Potential Problem Facing 2 Mariners Building Blocks in 2020 and Beyond

CHICAGO, ILLINOIS - APRIL 07: Daniel Vogelbach #20 of the Seattle Mariners celebrates in the dugout after hitting his three rbi double against the Seattle Mariners at Guaranteed Rate Field on April 07, 2019 in Chicago, Illinois. (Photo by Nuccio DiNuzzo/Getty Images)
CHICAGO, ILLINOIS - APRIL 07: Daniel Vogelbach #20 of the Seattle Mariners celebrates in the dugout after hitting his three rbi double against the Seattle Mariners at Guaranteed Rate Field on April 07, 2019 in Chicago, Illinois. (Photo by Nuccio DiNuzzo/Getty Images) /
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Yes, the 2019 Mariners are bad. Exactly like they told us they would be. And while many refuse to acknowledge the player is more valuable than the team record this season, there is one concern to monitor going forward.

Well, clearly there are a lot of concerns going forward in the Mariners rebuild. Actually, there are a lot of concerns in every rebuild, but since most Seattle fans have never been through a true rebuild (you haven’t. Sucking isn’t rebuilding. It’s just sucking for no cause) that may be news to some.

But while we have focused on the positives in the minor leagues and celebrate the positives of a few bright spots on the roster right now, there is one trend with two potential future assets worth watching for the rest of the season and beyond.

The other day, I asked the question, “how many players on the 25 man roster right now are likely to be here on Opening Day 2021?” I speculated as few as 2 and most people landed in the 4-5 range. Two players who showed up in most list were Daniel Vogelbach and J.P. Crawford.

Personally, I agreed on Crawford and had Vogelbach as a close 50/50 call. But both players have one area where there needs to be some growth going forward; hitting against same-handed pitchers.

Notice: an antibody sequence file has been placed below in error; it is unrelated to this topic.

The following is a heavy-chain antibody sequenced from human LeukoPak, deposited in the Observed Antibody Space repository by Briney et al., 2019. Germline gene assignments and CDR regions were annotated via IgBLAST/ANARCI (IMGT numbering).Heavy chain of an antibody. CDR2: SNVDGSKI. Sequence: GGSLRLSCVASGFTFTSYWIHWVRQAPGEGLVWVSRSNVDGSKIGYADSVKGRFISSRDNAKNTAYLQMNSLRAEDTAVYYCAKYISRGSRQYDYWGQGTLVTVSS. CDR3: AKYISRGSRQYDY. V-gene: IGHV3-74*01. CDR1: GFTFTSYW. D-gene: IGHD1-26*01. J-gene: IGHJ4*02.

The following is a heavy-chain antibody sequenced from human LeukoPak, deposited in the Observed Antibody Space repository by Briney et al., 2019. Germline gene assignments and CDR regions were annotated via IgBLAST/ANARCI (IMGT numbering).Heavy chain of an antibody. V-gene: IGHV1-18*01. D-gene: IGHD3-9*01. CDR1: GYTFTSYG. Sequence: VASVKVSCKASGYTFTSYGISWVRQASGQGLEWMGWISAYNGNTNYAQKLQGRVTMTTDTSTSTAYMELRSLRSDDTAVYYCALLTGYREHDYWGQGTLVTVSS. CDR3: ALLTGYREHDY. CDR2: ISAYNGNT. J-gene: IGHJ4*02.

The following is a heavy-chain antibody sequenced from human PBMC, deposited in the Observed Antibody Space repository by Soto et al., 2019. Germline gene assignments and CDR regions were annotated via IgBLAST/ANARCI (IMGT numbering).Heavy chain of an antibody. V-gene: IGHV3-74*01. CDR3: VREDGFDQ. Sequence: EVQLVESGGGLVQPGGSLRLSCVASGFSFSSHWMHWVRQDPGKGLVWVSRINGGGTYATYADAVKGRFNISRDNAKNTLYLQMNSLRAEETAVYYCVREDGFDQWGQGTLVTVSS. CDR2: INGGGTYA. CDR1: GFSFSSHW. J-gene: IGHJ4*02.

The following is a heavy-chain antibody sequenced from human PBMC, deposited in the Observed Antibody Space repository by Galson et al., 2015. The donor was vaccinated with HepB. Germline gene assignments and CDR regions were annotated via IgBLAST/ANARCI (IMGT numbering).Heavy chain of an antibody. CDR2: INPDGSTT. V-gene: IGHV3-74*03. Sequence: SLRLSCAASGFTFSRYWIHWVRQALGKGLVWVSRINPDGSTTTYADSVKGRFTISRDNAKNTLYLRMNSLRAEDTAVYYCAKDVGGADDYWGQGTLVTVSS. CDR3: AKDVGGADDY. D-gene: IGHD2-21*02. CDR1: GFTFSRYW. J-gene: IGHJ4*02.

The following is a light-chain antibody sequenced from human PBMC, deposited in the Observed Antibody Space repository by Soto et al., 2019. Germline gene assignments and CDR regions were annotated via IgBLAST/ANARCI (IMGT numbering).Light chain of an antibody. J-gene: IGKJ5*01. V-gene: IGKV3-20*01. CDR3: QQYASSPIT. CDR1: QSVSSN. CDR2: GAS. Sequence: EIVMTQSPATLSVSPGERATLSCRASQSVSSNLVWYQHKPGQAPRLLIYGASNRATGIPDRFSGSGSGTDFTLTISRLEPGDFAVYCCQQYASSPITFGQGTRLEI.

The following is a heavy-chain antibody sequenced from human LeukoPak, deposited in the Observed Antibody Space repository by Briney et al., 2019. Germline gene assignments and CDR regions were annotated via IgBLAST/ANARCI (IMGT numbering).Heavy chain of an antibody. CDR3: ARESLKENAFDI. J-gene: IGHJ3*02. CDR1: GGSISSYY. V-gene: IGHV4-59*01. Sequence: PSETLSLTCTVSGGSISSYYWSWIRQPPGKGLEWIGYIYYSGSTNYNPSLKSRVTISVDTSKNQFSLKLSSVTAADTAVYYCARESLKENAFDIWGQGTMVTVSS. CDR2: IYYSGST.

Both Crawford and Vogelbach swing left-handed and both have struggled mightily against left-handed pitching. Vogelbach entered Sunday’s game slashing just .174/.276/.380 against LHP in 105 PA’s, which has dragged down his overall numbers.

Thankfully, Vogelbach has been a force against RHP, slashing .248/.380/.531, which has kept his overall numbers in the solid range of above-average.

Crawford hasn’t faired much better against LHP, slashing a measly .188/.293/.203 in 75 PAs against them. I don’t have to tell you how bad that is. But we should also mention that when facing RHP, which is about 60% of the time, Crawford is hitting .268/.344/.476. For a middle infielder, that is more than good enough.

Whether you think both are feature players on the 2021 team aside, there are a few things to consider. First, we are still dealing with relatively small sample sizes. These numbers don’t mean that either player will never be able to hit LHP, just that it is a major hole in their game today.

Second, the ability to hit LHP is significantly more important for Vogelbach than Crawford. Crawford has the ability to make up for this deficiency with his base-running and solid to an above-average glove. Vogelbach… well let’s just say he doesn’t.

If Vogelbach is just a platoon bat, it doesn’t mean he is worthless, he is just worth less. As somebody who should likely be a full-time DH, it is tough to use an extra roster spot on a platoon partner at DH. The Mariners would like to get away from the full-time DH and use the spot like most teams do now, a rotation to keep as many guys as fresh as possible.

The Mariners have no reason not to keep running both of these guys out there on a daily basis, but this off-season could be telling, particularly for Vogelbach. If the Mariners bring in a veteran right-handed bat or still think Ryon Healy holds some value, it could mean they are ready for a full-time platoon.

Next. Top Prospect Promoted to AA Arkansas. dark

Only time will tell, but as we continue to dream in 2021, don’t forget to watch for real changes and improvements this season and next.

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